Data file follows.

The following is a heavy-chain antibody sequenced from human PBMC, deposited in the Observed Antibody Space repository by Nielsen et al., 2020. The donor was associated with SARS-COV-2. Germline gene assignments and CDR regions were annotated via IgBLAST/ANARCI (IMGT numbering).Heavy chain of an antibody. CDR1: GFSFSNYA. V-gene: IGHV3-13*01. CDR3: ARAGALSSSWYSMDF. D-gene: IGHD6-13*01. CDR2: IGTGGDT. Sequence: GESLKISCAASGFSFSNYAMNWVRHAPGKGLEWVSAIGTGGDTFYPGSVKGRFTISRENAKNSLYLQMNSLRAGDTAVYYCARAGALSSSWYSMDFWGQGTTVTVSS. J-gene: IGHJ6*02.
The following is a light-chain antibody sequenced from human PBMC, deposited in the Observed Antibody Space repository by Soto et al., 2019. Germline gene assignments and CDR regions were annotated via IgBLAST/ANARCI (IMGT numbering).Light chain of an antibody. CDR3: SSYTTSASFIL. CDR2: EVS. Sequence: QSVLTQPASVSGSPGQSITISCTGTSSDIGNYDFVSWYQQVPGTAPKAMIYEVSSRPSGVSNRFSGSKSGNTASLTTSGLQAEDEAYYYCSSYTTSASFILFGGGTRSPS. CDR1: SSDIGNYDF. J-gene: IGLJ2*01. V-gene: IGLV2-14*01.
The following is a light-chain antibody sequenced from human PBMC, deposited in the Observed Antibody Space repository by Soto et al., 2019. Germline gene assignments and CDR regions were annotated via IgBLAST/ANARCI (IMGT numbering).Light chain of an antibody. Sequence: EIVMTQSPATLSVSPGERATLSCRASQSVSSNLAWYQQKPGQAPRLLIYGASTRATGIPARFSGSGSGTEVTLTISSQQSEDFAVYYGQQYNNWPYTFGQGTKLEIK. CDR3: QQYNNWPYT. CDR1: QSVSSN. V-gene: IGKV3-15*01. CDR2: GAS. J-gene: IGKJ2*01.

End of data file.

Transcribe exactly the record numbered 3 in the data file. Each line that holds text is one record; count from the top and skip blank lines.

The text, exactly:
The following is a light-chain antibody sequenced from human PBMC, deposited in the Observed Antibody Space repository by Soto et al., 2019. Germline gene assignments and CDR regions were annotated via IgBLAST/ANARCI (IMGT numbering).Light chain of an antibody. Sequence: EIVMTQSPATLSVSPGERATLSCRASQSVSSNLAWYQQKPGQAPRLLIYGASTRATGIPARFSGSGSGTEVTLTISSQQSEDFAVYYGQQYNNWPYTFGQGTKLEIK. CDR3: QQYNNWPYT. CDR1: QSVSSN. V-gene: IGKV3-15*01. CDR2: GAS. J-gene: IGKJ2*01.